[SciPy-user] FIR filter, calculated with Remez exchange algorithm ?
Stef Mientki
s.mientki@ru...
Sat Apr 21 04:28:00 CDT 2007
Travis Oliphant wrote:
> Stef Mientki wrote:
>
>> ok, I got the answer (I think)
>>
>> A slightly changed design, works perfect:
>>
>> filt_4 = signal.remez (25, (0, 0.01, 0.2, 0.5), (0.01, 1))
>>
>> The filterlength must be odd, because it's a high pass filter.
>> If the length is even, the respons at Nyquist is zero,
>> so my orginal example
>>
>> filt_4 = signal.remez (24, (0, 0.01, 0.2, 0.49), (0.01, 1))
>>
>> will try to create a transition band between 0.49 and 0.5,
>> which is much to steep for this filterlength.
>>
>> I never encountered this problem because MatLab,
>> and previous programs I used always corrected this themselfs.
>>
>> Now would it be possible to implement this behaviour in the library
>> (I think it's usefull for beginners and previous MatLab users)
>> if last amplitude band = 1 (because it also must be odd for bandstop filters)
>> make N odd
>> else
>> make N even
>>
>>
>>
> I guess the question is should we raise an error or just auto-correct.
> I'm thinking raising an error may help avoid this mis-learning. But,
> then again, if we document that it rounds up to the nearest odd-length
> under such conditions that may suffice.
>
>
thanks for your attention Travis,
I leave it up to the Scipy gurus, if and how to solve it,
personally I'm going to use a wrapper to solve the problem for the future.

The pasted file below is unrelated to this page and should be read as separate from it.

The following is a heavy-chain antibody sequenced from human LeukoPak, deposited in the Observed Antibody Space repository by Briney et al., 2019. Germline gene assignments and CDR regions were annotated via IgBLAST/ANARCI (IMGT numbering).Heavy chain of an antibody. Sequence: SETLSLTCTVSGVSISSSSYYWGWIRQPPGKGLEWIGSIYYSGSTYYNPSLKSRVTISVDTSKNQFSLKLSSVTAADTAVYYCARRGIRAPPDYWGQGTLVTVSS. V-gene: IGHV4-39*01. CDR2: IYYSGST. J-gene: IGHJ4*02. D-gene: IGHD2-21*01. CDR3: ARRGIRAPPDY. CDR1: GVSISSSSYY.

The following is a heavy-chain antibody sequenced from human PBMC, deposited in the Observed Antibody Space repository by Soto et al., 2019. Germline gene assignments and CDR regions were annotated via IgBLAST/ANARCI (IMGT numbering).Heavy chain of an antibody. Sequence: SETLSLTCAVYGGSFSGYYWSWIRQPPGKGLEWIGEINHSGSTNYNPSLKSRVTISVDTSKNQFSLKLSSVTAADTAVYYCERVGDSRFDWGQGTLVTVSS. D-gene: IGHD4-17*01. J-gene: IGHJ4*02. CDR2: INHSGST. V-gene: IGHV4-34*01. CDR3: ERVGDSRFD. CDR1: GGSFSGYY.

BTW the problem was not described completely yet.
Untill now I didn't understand why I had so much trouble designing FIR
filters,
through Remez exchange algorithm,
while it always went very fluently in MatLab.
I think I understand now, why I was so distracted.
Coming from MatLab there are a few extra problems:
- The Signal Toolbox manual and MatLab help files contains many errors,
but using the fdatool hides this
- the MatLab-equivalent "firpm" specifies the filterorder (which is
Ntap-1) instead of Ntap
The solution in my opinion is simple
- for bandpass filters, always make the filter-length odd
- for differentiators, always make the filter-length even
Because FIR filters always have a relative large length, this is no
problem at all.
I've written my notes and an example how bad it can be, on my website:
http://oase.uci.kun.nl/~mientki/data_www/pic/jalcc/help/jallcc_swb_filters_2.html
cheers,
Stef Mientki
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